Crowds stroll along a promenade in Lincoln Park. Credit: Rudolph F. Michaelis / COURTESY NEWBERRY LIBRARY

It’s a pity that Rudolph F. Michaelis never got his due as an artist during his time in Chicago. Born in Marion County, Missouri, in 1869 to German immigrants, Michaelis came to Chicago in the early 1890s. He worked for J.P. Sullivan & Co., a south-side interior design shop. In 1905, he relocated to Berkeley, California, where he set out as a self-employed house painter.

Grand Boulevard (now Martin Luther King Drive) on May 22, 1901Credit: Rudolph F. Michaelis / COURTESY NEWBERRY LIBRARY

Glass-plate photographs discovered in Michaelis’s attic in Berkeley nearly eight decades after his death show that Rudolph was not much of a painter. He photographed a few of his canvases, which included ho-hum scenes of the lakefront and an awkward composition of cats playing musical instruments. But his photographs of Chicago are absolutely beautiful. From roughly 1900 to 1905, Michaelis took pictures of peaceful city parks, burned-out apartment buildings, lonely streets, and bustling crowds.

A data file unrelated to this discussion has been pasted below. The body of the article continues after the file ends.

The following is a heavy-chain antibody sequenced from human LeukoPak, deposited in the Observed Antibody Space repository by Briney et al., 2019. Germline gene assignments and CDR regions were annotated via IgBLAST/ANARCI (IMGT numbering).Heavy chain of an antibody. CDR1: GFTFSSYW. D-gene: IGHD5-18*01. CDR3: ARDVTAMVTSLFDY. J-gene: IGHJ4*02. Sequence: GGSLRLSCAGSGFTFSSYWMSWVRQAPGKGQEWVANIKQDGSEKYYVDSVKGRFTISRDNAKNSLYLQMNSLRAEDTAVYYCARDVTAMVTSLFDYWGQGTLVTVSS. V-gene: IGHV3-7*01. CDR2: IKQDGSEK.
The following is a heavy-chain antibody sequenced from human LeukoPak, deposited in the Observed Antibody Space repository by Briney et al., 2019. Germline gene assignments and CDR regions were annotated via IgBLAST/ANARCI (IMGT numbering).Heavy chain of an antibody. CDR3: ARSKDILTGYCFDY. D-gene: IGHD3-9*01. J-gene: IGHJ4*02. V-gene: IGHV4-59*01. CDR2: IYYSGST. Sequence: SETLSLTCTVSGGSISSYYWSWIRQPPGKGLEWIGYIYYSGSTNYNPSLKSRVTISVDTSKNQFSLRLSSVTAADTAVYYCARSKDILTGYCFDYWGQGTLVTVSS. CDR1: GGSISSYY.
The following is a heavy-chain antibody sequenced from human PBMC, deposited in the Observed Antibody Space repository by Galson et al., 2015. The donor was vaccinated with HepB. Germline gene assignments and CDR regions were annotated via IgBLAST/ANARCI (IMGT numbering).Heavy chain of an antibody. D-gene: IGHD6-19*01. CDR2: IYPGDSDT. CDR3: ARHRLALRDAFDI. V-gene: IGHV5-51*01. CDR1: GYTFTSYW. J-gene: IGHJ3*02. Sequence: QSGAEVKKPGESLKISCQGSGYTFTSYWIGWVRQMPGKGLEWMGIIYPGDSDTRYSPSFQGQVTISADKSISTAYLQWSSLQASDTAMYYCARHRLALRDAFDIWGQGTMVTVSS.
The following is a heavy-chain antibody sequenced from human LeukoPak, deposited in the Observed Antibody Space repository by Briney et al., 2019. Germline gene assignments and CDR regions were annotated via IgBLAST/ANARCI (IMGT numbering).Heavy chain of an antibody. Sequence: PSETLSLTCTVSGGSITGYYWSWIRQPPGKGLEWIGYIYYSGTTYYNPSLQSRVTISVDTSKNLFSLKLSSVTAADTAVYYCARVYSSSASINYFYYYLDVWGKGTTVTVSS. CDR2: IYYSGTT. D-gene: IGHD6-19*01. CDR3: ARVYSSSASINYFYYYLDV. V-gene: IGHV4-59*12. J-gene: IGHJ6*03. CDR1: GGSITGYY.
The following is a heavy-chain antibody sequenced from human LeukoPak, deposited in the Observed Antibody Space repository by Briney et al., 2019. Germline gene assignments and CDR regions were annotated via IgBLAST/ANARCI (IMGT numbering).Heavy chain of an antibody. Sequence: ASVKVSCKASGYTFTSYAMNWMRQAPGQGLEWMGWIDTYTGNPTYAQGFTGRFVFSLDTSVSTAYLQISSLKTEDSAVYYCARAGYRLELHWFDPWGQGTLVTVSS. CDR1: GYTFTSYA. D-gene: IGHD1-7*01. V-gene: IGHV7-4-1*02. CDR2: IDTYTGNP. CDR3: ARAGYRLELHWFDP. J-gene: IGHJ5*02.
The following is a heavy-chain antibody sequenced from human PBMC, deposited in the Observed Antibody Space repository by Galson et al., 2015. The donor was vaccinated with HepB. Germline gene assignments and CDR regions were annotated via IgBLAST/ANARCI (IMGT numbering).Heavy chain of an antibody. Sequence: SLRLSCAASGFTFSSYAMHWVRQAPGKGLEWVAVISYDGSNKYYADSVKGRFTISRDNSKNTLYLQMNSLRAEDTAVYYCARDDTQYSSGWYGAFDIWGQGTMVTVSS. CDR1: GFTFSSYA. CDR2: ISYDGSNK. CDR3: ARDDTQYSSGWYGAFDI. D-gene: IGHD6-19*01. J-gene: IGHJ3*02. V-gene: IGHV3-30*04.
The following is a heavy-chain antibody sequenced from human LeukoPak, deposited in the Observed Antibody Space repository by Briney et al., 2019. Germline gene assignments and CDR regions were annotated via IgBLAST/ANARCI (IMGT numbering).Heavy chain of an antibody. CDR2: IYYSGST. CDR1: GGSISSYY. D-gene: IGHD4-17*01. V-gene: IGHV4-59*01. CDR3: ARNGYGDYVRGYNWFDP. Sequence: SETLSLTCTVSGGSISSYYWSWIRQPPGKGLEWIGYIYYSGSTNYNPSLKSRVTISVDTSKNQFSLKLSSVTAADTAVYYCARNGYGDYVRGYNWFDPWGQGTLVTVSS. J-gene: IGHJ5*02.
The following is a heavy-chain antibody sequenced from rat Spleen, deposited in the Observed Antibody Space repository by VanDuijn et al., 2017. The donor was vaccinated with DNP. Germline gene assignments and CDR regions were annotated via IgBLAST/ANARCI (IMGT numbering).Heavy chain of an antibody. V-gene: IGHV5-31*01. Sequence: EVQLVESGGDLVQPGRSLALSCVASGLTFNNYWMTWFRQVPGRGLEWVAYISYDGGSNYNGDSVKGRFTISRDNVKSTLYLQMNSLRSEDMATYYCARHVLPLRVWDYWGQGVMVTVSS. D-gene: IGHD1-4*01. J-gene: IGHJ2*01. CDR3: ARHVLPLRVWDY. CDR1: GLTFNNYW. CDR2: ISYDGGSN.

Funeral procession for Sam Moy, “King of Chinatown,” in May 1902Credit: Rudolph F. Michaelis / COURTESY NEWBERRY LIBRARY
Funeral procession for Sam Moy, “King of Chinatown,” in May 1902Credit: Rudolph F. Michaelis / COURTESY NEWBERRY LIBRARY

While it’s too bad that Michaelis didn’t stick with photography, we are fortunate in that his collection was donated to the University of California-Berkeley’s Bancroft Library. The Bancroft Library offered the Newberry Library the photographs Michaelis shot in the midwest.  v

Girls pose among the tulip beds at Washington Park Conservatory.Credit: Rudolph F. Michaelis / COURTESY NEWBERRY LIBRARY